Gregory had less than a month to prepare for shooting after he was offered the part. There were logistical problems; he had to get up on stage at Brixton Academy in south London with a guitar and look as though he knew what to do with it, only three weeks after picking one up for the first time. And there were character problems, too. Brian Jones was a complex man. He fathered a string of illegitimate children while still in his teens; he could be proficient on any musical instrument within days; and he had a prodigious appetite for drink and drugs that he was physically and mentally too weak to cope with. He had rock-star charisma, but came from solid middle-class stock. Keith Richards got along with him, but former Rolling Stones manager Andrew Loog Oldham wasn't so sure. In his autobiography he simply describes Jones as "a cunt". Gregory has drawn his own conclusions.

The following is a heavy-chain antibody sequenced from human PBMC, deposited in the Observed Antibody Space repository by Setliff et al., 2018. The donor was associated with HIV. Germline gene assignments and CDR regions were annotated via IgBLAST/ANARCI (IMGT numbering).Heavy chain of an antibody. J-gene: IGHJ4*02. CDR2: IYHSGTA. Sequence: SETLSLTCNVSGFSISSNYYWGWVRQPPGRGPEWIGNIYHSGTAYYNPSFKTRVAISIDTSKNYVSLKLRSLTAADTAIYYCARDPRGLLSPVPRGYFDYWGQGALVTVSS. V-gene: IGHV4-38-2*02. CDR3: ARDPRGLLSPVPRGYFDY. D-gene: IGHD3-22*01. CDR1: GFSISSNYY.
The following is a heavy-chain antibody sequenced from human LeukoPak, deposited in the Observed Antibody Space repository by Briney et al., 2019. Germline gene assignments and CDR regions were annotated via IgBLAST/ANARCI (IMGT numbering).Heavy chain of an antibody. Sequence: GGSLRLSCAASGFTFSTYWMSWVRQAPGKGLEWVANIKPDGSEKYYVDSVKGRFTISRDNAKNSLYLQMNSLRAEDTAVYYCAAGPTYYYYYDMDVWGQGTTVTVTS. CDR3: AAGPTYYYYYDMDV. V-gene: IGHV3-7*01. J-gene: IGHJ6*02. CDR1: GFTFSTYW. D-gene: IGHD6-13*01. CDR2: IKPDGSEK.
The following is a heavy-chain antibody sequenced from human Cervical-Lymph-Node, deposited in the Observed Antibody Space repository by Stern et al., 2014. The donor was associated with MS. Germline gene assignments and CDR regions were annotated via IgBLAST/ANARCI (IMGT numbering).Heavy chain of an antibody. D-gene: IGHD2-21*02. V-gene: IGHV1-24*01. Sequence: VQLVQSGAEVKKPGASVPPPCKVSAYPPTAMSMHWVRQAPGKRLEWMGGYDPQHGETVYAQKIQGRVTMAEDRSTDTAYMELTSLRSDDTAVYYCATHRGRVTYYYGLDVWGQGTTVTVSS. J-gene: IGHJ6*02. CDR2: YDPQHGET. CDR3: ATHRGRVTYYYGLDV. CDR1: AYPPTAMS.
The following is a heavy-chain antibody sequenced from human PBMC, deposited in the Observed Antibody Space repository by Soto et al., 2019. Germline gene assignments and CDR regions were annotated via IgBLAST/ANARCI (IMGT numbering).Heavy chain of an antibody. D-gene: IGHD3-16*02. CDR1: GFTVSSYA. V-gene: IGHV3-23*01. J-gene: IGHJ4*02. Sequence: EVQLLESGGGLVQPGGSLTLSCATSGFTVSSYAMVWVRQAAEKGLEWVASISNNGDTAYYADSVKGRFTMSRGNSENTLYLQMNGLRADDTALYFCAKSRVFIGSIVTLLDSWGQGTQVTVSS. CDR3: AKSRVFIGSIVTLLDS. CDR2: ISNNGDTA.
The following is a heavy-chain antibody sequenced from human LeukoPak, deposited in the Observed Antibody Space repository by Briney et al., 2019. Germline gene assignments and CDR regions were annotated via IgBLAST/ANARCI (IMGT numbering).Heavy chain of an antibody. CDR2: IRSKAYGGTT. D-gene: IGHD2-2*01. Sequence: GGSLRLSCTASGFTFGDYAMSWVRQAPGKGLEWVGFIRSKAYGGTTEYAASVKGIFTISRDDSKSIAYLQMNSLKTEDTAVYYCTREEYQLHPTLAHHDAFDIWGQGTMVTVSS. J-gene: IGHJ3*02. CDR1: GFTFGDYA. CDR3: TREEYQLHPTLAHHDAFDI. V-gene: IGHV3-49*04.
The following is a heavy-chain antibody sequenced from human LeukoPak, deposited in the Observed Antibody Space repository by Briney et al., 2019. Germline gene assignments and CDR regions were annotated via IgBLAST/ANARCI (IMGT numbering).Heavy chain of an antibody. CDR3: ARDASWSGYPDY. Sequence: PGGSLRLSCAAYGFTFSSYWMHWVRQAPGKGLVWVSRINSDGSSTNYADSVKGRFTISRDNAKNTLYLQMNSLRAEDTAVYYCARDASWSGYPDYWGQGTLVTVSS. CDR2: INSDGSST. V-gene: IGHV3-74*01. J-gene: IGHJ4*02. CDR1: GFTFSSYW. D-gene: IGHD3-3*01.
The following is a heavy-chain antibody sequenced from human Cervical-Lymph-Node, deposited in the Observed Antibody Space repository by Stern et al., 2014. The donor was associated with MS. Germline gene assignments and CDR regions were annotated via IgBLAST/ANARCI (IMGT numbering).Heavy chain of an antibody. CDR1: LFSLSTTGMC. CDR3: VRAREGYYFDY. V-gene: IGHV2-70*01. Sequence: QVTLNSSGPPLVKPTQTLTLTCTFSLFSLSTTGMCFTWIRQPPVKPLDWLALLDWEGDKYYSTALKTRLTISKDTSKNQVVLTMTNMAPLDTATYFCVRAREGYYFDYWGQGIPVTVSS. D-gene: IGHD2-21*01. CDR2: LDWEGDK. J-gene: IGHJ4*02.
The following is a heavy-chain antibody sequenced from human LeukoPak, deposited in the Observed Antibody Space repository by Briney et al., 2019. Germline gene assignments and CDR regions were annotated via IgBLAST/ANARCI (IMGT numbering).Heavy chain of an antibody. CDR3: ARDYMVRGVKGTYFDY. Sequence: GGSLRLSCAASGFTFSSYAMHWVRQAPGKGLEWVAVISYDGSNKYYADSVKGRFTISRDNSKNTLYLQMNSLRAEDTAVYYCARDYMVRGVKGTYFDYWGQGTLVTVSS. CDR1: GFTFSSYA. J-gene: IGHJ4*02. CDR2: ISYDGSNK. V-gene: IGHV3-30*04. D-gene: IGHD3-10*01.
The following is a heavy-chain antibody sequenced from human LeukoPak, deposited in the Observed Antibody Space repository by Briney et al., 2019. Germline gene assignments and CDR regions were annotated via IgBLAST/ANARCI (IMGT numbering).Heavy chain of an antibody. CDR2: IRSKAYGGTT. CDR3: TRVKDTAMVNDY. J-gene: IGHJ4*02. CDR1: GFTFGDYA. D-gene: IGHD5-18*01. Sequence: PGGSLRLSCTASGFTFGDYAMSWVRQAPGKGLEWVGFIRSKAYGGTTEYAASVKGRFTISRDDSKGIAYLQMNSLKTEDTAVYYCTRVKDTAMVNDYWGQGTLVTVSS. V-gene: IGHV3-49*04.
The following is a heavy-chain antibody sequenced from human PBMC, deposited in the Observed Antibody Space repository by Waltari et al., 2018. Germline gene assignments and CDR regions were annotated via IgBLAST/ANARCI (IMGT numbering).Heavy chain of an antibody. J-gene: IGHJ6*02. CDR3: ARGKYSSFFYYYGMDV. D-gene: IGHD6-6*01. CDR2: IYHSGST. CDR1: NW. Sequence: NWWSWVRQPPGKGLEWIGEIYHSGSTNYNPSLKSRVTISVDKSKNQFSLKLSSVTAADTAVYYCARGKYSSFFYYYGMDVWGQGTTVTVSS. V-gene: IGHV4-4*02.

"He could be the most charming, eloquent, gregarious, peacock-like figure, and then in the blink of an eyelid he could turn into the biggest shit," he says. "He would take delight in pulling people to pieces. So I was trying to work out where that came from, and like most things it seemed to stem from childhood. He came from a 1950s world in which you speak when you're spoken to, and he was pushed to the periphery by his parents after his younger brother died. Then he gets a band together and it's cool, but that falls apart when Andrew Loog Oldham comes along. Throw in a bunch of drugs and a fragile mental state and you can see how things might go wrong."
And things certainly did go wrong. Stoned focuses on the last days of Brian Jones, when his future status in the Rolling Stones was hanging in the balance, the love of his life (Anita Pallenberg) had run off with Richards, and he was living in hermetic, drug-filled seclusion at his Sussex home with only a builder, the deeply conservative Frank Thorogood, and a fly-by-night girlfriend, Anna Wohlin, for company. The old rules of society had been overturned in Brian Jones's world, but nobody was quite sure about what the new ones were yet. Part of Gregory's job was to understand the vagaries of the swinging 60s as much as those of the character he was playing.